Alzheimer’s, cognition and mental health part 4: Depression in dementia caregivers
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08-21-15 Category: Depression, Mental Health


The Alzheimer’s Association reports that approximately 15.5 million individuals in the U.S. are currently Alzheimer’s caregivers. Caring for a loved one with Alzheimer’s disease or any form of dementia can be physically and emotionally demanding, often contributing to the development of mental health issues in these caregivers, such as stress, anxiety and depression. Though it is often instinctual for individuals to ignore their own needs when caring for others, specialists suggest that dementia caregivers practice self-care to protect and reinforce their own physical and mental health.

According to the Alzheimer’s Association, common signs of caregiver stress include anger, social withdrawal, irritability and exhaustion. Whether an individual is responsible for 24/7 care or the loved one has been moved to a facility that specializes in Alzheimer’s care, these effects on the caregiver typically remain constant. Caregivers often report feeling a loss of identity and low self-esteem. The American Psychological Association (APA) also notes that there are common physical health conditions afflicting Alzheimer’s caregivers, including headaches and a weakened immune system.

Due to the stressors surrounding the reality that comes with being an Alzheimer’s caregiver, these individuals report high rates of depression. The Family Caregiver Alliance (FCA) states that approximately 30 to 40 percent of individuals caring for loved ones with dementia struggle with depression and “emotional stress.” This depression typically increases as the dementia patient’s health deteriorates. As with any mental health disorder, depression affects each individual differently. In some cases, depression symptoms develop in a caregiver directly following the loved one’s diagnosis, while other individuals present symptoms years later. Regardless of the timeline for the onset of caregiver depression, specialists recommend that the caregiver seek a mental health professional for treatment.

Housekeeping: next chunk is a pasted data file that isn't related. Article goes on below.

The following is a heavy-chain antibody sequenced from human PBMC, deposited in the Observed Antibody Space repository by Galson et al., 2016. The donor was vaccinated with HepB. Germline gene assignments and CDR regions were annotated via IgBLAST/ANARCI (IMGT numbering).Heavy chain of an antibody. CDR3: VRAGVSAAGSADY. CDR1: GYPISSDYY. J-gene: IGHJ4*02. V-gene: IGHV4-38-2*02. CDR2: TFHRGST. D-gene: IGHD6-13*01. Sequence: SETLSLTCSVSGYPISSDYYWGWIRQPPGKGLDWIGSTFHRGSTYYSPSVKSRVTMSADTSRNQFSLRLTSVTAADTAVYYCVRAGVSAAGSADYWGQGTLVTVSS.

A metaphor associated with caregiving is the instructions flight attendants recommend should oxygen masks drop down during flight. Passengers are told to each apply his or her personal mask first, then assist any children or other passengers who need help. The rationale behind this is that an individual cannot be of help to others if his or her own basic needs have not been met. The same is true of caregiving for a loved one with dementia. Caregivers often neglect their own mental and/or physical health to focus on those for whom they are caring. The Alzheimer’s Association recommends caregivers take advantage of resources, such as support groups or community networks for dementia caregiving, stay active in their own lives and reach out for professional help, if needed.

If you or a loved one is struggling with depression, anxiety or any other mental health issue as a result of selfless caregiving, it is time to take care of yourself. Sovereign Health Group is here to help, specializing in treating individuals struggling with mental health disorders, substance abuse issues and dual diagnosis. Call (866) 819-0427 to speak with a professional today.

Written by Courtney Howard, Sovereign Health Group writer

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